This post was first published in October 2013. Since then I have found more material, so have decided to update it.
The non-fiction book, White Goats and Black Bees by Donald Grant is set on the Sheep’s Head. Donald and Mary Grant, a couple of journalists based in New York, impulsively decided to jump off the career treadmill and become farmers in Ireland in the 1960’s. They bought a small acreage on the Sheep’s Head, where they raised goats and ducks, cultivated an enormous vegetable garden, and by degrees and sheer hard work turned themselves into ‘peasants’.
This out-of-print book was drawn to my attention by my friend, Aideen, whose father, while in New York, had encouraged the Grants to consider West Cork. Aideen visited the Grants as a young woman and still has memories of their gorse wine.
Dooneen, on the Sheep’s Head – this was the view the Grants looked out on. It could be fierce and desolate in the winter
As a Back to the Land narrative, this is a classic. Earnest urban professionals consulting Department of Agriculture pamphlets, conducting slug patrols, keenly observing the social structure of their goat herd and duck flock, battling the wild Atlantic storms, making cheese and smoking hams: this is the kind of thing that sent thousands of idealistic young people into communes all over the world, or in the case of Ireland, into the hills behind Ballydehob. The need to be accepted by the locals, a thread that appears in so many Year in Provence-type books, is coupled with the outsider’s puzzlement at the impenetrability of some aspects of local behaviour.
Grant is not a gifted writer when it comes to scenery: …Trees wore their autumn colours. Streams tumbled down rocks, sparkling… Nevertheless he does slowly build up a picture of a man coming to grips with his place in the natural world and his relationship with animals and the elements. Perhaps the strongest sections of the book are those in which he chronicles the hard work and resourcefulness that it takes to sustain life on a smallholding, the setbacks and difficulties he and Mary encounter, and the support of the neighbours and community without which it would be impossible.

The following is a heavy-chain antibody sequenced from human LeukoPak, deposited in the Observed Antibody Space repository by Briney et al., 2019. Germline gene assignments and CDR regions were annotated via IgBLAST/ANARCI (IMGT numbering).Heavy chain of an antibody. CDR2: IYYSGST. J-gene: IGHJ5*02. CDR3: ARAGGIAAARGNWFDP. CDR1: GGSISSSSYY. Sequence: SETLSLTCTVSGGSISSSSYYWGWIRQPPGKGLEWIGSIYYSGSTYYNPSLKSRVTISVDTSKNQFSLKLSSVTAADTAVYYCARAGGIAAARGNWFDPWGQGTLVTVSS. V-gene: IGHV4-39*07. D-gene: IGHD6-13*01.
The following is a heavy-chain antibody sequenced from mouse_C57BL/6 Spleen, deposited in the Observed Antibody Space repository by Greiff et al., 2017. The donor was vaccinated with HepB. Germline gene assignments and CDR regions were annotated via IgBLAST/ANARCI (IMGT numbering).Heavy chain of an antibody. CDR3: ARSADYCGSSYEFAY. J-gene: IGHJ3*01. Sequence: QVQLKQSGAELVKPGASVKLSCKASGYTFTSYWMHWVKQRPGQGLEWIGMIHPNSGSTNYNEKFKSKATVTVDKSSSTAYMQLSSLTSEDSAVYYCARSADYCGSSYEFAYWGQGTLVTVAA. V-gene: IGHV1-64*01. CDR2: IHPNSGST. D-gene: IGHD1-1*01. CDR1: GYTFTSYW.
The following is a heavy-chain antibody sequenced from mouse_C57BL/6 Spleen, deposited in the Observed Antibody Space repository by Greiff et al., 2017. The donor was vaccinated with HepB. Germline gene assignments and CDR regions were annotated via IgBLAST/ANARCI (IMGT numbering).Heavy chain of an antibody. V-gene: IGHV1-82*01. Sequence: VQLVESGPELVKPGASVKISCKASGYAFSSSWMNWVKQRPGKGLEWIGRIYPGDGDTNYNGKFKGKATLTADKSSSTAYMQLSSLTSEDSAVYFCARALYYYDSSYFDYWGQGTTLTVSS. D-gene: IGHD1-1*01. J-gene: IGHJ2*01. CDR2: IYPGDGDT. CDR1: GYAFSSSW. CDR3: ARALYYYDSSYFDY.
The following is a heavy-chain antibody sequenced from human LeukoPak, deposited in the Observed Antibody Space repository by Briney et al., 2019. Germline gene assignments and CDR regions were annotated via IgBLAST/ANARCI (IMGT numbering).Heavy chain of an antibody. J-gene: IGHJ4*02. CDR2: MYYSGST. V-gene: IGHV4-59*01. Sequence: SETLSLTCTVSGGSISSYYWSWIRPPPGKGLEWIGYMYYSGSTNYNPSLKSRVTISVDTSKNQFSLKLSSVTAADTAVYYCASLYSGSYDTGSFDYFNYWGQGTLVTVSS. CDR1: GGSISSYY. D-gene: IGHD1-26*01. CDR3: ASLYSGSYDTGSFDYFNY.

Donald and Mary, although not Catholic, attended the Star of the Sea church in Kilcrohane. This window from that church depicts the struggle against the elements that was such a part of life on the Sheep’s Head
The story of Donald and Mary took a strange turn for me when I decided to Google around a bit, digging for more information about them. Astonishingly, Mary was convicted in Israel in 1956 of spying for Syria! She spent a year in an Israeli prison, eventually applying for a pardon. According to one account, she had fallen for a Syrian diplomat who persuaded her to take photographs in Israel for the Syrians. She was so unsophisticated a spy that she was captured almost right away.
She claimed to have been married to the Syrian: one newspaper account referred to her as Mrs. Caleb Kayali, the former Mary Frances Hagan of Huntington, W. Va. However, Kayali denied that they were married. The trial took place in secret, although the US authorities were kept apprised of the situation. Mary was eventually released when she had served much of her sentence. Once free, she denied that she had been spying, and described her prison term as “boring.”
Mary returns to the US after her release, accompanied by her uncle.
She and Donald met when they shared a desk at the United Nations, where they were both correspondents: he for the St. Louis Post-Dispatcher and she for Look Magazine. Little did the people of Doneen know of the chequered history of the American woman who introduced goat’s cheese to their far-flung parish. The story which starts White Goats and Black Bees – the one where Donald and Mary take a sudden notion to move to Ireland and farm – may not have happened quite as related. According to one account, Donald had been “given early retirement” when the Jewish community complained of and investigated what they saw as his “extremely anti-Israel” coverage, and declared that his marriage to a former convicted spy put him in a conflict of interest situation.
The old graveyard in Kilcrohane, centred on a ruined medieval church, is a beautiful and peaceful place
Donald and Mary continued to live on the Sheep’s Head and eventually in Bantry for the rest of their lives. While Donald died in 1983, Mary lived until 2012. Both are buried in their beloved Kilcrohane.